The One That Saved My Life
I remember standing in our family room scrolling through Facebook when I learned that Megan had breast cancer. My heart broke as I tried to understand how my old sailing friend—someone so young, vibrant, and healthy—could receive this life changing diagnosis.
A week or so after New Year’s Day, Megan gave herself a breast exam in the shower and found a pea size lump. She scheduled a mammogram at Northwestern on Tuesday and had a biopsy on Friday. On Wednesday, February 3, 2016 she was diagnosed with stage III ER/PR+ and HER2- breast cancer on her left side that had spread to her lymph nodes. She was only forty-four, a healthy eater, single, dating; she was working at Chicago Yacht Works in marketing and customer service, sailing on Lake Michigan every chance she could get; living a very fun, normal life. She describes her cancer diagnosis as “a full-on slap in the face.”
Megan and I chatted this week and I asked her if I could share her words in order to help others who might be going through a similar journey or those friends and family members who have a loved one with breast cancer.
What would you like to tell someone facing a new breast cancer diagnosis?
“Get rid of whatever your expectations are because they are going to change and become totally different; embrace the good and the bad. Reach out to friends or family you might know who have had breast cancer. Their stories and insight will help you along the way.”
Over five months beginning February 19, 2016 Megan received 16 rounds of chemotherapy followed by a lumpectomy in August. After her body recovered from surgery, she received 37 radiation treatments, finishing her final round on December 15, 2016.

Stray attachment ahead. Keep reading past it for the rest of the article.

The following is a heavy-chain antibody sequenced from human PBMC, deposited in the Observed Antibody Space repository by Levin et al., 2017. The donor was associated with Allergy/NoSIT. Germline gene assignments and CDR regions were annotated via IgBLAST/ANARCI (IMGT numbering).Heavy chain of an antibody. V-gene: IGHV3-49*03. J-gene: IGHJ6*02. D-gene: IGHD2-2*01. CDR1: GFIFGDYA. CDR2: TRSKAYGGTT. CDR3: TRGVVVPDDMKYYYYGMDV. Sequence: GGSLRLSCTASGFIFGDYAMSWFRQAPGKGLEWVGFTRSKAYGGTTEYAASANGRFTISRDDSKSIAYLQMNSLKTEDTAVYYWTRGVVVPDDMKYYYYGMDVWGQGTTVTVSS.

Unfortunately, on March 11, 2020 Megan found out her cancer had spread to her ribs, liver, both breasts and was in the pleural fluid around her lungs; she was diagnosed with metastatic stage IV breast cancer. On March 18 Megan began receiving treatment again. After the first two rounds of treatment showed no signs of improvement, on October 6 Megan started drip chemo, alongside a Zometa drip every 3 months to protect her bones and, since her breast cancer is hormone-fueled, a Zoladex injection every 3 months to keep her in medical menopause.
What has been surprising during your cancer journey?
“When treatments don’t work. My first two treatments (anti-hormone therapy and oral chemo) didn’t work during my second diagnosis. Luckily, we tried a third treatment, drip chemo, and it’s working. It also never occurred to me how much I would have to slow down and how my attention span would decrease. I can’t work a normal job so I have to be on disability. I’ve been amazed by the unpredictability of the side effects—when they do and don’t happen. It completely floors me that walking to the car is now considered a ‘long walk’ and I might be tired and have low to no energy for an entire day. Through this experience I have really learned to rest and take care of myself.”
En route to the Hamilton College reunion
“Another, more fun surprise is, I’ve become much closer to a group of people I didn’t anticipate. In 1993, I graduated from Hamilton College in upstate New York. There were just over 400 people in our graduating class. Starting on a Saturday in late March, we launched a weekly zoom meet-up with 3 questions each person was asked to answer. Whoever wanted to dial in could. Each week we have six to ten alumni from California, Washington DC, New Jersey, Massachusetts, Illinois, Arizona, South Africa and Russia. We have become really close and formed a tight little covid zoom pod.”
What do you miss most about life before your second breast cancer diagnosis?
“I miss the ability to get up and walk out the door and do whatever I want without thinking about all the repercussions. I miss going for long walks, running, and popping into exercise classes. I really need to think about heading to the grocery store now and if I’m going to have enough oxygen to make it through my list.”
February 2019, Tamarindo, Costa Rica
Megan and I joked briefly about how, due to the pandemic, no one is able to travel so it keeps her FOMO (fear of missing out) at bay. She remembers during her first cancer diagnosis feeling bad if she wasn’t up to going to an event or out to dinner. COVID-19 has taken all those bad feelings away and helped her slow down in many ways, which has been a good thing this time around.